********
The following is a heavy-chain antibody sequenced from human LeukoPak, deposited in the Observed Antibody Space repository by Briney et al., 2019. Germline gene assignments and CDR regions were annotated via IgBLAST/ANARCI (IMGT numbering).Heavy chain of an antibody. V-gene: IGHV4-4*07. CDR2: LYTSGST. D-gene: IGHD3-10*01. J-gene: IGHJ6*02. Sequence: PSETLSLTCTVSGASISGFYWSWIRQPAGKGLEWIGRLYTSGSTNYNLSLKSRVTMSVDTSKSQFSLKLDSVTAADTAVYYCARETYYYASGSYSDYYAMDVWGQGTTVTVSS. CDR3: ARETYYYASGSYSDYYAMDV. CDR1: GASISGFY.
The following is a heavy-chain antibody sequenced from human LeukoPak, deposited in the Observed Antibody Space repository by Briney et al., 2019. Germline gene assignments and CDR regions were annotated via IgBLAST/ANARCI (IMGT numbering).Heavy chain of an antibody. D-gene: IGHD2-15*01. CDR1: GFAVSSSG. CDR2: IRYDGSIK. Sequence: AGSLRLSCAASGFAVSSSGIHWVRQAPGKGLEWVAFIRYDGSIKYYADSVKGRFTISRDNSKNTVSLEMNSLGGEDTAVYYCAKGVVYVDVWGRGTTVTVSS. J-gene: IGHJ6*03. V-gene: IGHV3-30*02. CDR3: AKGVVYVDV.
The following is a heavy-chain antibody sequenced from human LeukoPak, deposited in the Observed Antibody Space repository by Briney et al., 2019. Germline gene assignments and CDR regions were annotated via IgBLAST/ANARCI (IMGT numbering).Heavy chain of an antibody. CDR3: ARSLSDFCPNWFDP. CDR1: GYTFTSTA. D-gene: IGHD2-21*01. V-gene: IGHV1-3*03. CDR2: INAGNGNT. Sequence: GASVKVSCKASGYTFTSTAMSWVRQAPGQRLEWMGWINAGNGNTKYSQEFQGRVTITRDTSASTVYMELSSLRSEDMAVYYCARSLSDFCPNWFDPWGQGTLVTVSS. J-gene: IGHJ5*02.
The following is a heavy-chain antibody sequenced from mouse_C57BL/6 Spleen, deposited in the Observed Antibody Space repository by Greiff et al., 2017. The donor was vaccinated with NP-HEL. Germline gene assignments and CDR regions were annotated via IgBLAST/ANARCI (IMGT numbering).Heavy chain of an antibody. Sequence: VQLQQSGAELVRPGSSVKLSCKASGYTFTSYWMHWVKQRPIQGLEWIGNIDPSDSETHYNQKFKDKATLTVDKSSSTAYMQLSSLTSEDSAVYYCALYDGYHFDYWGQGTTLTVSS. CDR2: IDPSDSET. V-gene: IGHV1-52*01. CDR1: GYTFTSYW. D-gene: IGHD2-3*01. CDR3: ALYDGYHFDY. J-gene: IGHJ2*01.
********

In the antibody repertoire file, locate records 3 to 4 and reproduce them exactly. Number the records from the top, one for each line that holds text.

The following is a heavy-chain antibody sequenced from human LeukoPak, deposited in the Observed Antibody Space repository by Briney et al., 2019. Germline gene assignments and CDR regions were annotated via IgBLAST/ANARCI (IMGT numbering).Heavy chain of an antibody. CDR3: ARSLSDFCPNWFDP. CDR1: GYTFTSTA. D-gene: IGHD2-21*01. V-gene: IGHV1-3*03. CDR2: INAGNGNT. Sequence: GASVKVSCKASGYTFTSTAMSWVRQAPGQRLEWMGWINAGNGNTKYSQEFQGRVTITRDTSASTVYMELSSLRSEDMAVYYCARSLSDFCPNWFDPWGQGTLVTVSS. J-gene: IGHJ5*02.
The following is a heavy-chain antibody sequenced from mouse_C57BL/6 Spleen, deposited in the Observed Antibody Space repository by Greiff et al., 2017. The donor was vaccinated with NP-HEL. Germline gene assignments and CDR regions were annotated via IgBLAST/ANARCI (IMGT numbering).Heavy chain of an antibody. Sequence: VQLQQSGAELVRPGSSVKLSCKASGYTFTSYWMHWVKQRPIQGLEWIGNIDPSDSETHYNQKFKDKATLTVDKSSSTAYMQLSSLTSEDSAVYYCALYDGYHFDYWGQGTTLTVSS. CDR2: IDPSDSET. V-gene: IGHV1-52*01. CDR1: GYTFTSYW. D-gene: IGHD2-3*01. CDR3: ALYDGYHFDY. J-gene: IGHJ2*01.